Thousands of iPhones potentially compromised with spyware, group claims

The iPhone 12 series are sold in an Apple store. With the price lowered several times, the iPhone 12 series make a booming sales in China. (Photo by Zhang Peng/LightRocket via Getty Images)

Thousands of iPhones across the world may have been compromised with spyware, according to an investigation by 17 media organizations in 10 countries and Amnesty International, a U.K.-based non-governmental organization. 

Amnesty International and Forbidden Stories, a Paris-based non-profit organization, said NSO, an Israeli-based surveillance company, used Pegasus zero-click attacks to install spyware on the iPhones of journalists, lawyers and human rights activists around the world. 

The two groups accessed a leaked list of 50,000 potential targets, although they said it is unclear how many smartphones were successfully hacked. They include 189 journalists, more than 600 politicians and government officials, at least 65 business executives, 85 human rights activists and several heads of state, according to The Washington Post, a consortium member. The journalists work for organizations including The Associated Press, Reuters, CNN, The Wall Street Journal, Le Monde and The Financial Times.

Amnesty also reported that its forensic researchers had determined that NSO Group’s flagship Pegasus spyware was successfully installed on the phone of Post journalist Jamal Khashoggi’s fiancee, Hatice Cengiz, just four days after he was killed in the Saudi Consulate in Istanbul in 2018. The company had previously been implicated in other spying on Khashoggi.

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"Our forensic analysis has uncovered irrefutable evidence that through iMessage zero-click attacks, NSO’s spyware has successfully infected iPhone 11 and iPhone 12 models. Thousands of iPhones have potentially been compromised," Amnesty Tech Deputy Director Danna Ingleton said Monday.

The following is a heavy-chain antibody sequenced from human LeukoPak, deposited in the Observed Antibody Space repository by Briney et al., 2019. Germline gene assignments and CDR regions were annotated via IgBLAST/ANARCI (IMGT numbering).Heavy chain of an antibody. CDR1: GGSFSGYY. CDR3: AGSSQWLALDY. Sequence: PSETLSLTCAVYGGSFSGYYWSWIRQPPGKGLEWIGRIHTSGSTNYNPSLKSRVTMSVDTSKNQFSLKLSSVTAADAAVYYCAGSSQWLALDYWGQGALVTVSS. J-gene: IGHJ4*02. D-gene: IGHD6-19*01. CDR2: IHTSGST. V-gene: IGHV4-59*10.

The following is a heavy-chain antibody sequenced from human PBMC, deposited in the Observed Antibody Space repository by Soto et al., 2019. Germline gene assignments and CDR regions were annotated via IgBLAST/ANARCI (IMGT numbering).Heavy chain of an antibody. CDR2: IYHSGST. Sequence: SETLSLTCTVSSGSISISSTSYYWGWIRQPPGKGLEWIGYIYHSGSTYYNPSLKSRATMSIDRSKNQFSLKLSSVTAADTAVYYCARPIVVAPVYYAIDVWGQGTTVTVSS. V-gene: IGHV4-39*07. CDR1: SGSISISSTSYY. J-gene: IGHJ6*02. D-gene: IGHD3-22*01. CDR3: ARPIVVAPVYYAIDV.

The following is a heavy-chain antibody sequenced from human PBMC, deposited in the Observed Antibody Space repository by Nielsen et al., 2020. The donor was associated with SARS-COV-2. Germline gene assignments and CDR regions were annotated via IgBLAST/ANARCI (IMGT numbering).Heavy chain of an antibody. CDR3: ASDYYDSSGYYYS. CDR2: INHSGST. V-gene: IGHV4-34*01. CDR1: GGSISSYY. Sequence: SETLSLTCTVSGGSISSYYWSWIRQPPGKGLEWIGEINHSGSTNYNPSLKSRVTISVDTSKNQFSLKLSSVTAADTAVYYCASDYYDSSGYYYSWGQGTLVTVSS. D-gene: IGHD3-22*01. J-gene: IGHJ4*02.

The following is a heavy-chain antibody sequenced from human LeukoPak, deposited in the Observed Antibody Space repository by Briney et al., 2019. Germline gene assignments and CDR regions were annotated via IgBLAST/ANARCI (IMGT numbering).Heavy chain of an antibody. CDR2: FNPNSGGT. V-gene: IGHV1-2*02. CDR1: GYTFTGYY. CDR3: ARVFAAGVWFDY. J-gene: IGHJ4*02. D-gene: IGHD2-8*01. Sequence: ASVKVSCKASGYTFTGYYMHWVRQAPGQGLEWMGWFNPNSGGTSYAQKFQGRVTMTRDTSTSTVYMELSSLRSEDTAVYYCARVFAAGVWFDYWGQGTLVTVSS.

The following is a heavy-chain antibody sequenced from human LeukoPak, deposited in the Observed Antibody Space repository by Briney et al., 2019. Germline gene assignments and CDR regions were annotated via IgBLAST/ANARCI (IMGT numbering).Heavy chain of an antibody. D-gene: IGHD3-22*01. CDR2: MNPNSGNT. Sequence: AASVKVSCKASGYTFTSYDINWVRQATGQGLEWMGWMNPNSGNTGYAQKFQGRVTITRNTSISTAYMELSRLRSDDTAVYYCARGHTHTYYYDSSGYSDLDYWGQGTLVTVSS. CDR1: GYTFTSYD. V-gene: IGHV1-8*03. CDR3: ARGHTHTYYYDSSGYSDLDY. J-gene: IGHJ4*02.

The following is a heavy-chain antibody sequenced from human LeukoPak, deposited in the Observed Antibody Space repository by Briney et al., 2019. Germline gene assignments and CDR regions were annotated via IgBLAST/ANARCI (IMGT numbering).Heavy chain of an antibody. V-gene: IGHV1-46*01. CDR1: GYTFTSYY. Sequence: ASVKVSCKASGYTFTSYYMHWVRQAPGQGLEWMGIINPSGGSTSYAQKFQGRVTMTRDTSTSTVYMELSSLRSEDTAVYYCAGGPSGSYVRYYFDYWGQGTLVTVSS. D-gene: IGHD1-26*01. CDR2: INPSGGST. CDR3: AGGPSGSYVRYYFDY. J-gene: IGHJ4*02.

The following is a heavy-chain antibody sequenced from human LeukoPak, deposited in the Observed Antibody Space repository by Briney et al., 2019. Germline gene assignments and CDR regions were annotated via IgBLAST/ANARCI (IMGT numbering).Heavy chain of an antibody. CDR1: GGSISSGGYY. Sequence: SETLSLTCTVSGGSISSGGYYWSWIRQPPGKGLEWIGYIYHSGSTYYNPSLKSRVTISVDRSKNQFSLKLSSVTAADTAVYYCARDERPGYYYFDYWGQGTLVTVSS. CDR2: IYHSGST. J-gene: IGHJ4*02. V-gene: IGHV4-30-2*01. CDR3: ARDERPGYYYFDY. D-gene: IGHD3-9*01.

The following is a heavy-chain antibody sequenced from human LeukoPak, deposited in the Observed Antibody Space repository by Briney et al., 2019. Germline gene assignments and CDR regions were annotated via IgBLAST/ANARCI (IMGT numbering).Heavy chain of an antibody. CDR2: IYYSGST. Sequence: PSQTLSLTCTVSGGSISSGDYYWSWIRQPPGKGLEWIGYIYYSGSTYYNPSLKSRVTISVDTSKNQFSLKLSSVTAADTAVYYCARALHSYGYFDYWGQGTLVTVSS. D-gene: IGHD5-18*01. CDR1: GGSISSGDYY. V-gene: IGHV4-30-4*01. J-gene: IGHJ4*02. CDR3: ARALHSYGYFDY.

"NSO does not operate the systems that it sells to vetted government customers, and does not have access to the data of its customers' targets," NSO officials said in a statement to multiple news outlets. "NSO does not operate its technology, does not collect, nor possesses, nor has any access to any kind of data of its customers."

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"Due to contractual and national security considerations, NSO cannot confirm or deny the identity of our government customers, as well as identity of customers of which we have shut down systems," the statement continued.

"Apple unequivocally condemns cyberattacks against journalists, human rights activists, and others seeking to make the world a better place," the company said in a statement to FOX Television Stations. "For over a decade, Apple has led the industry in security innovation and, as a result, security researchers agree iPhone is the safest, most secure consumer mobile device on the market."

"We continue to work tirelessly to defend all our customers, and we are constantly adding new protections for their devices and data," the company added.

The United Nations' human rights chief voiced alarm Monday.

"Revelations regarding the apparent widespread use of the Pegasus software to spy on journalists, human rights defenders, politicians and others in a variety of countries are extremely alarming, and seem to confirm some of the worst fears about the potential misuse of surveillance technology to illegally undermine people’s human rights," U.N. High Commissioner for Human Rights Michelle Bachelet said in a statement released in Geneva.

The Associated Press contributed to this report. This story was reported from Los Angeles.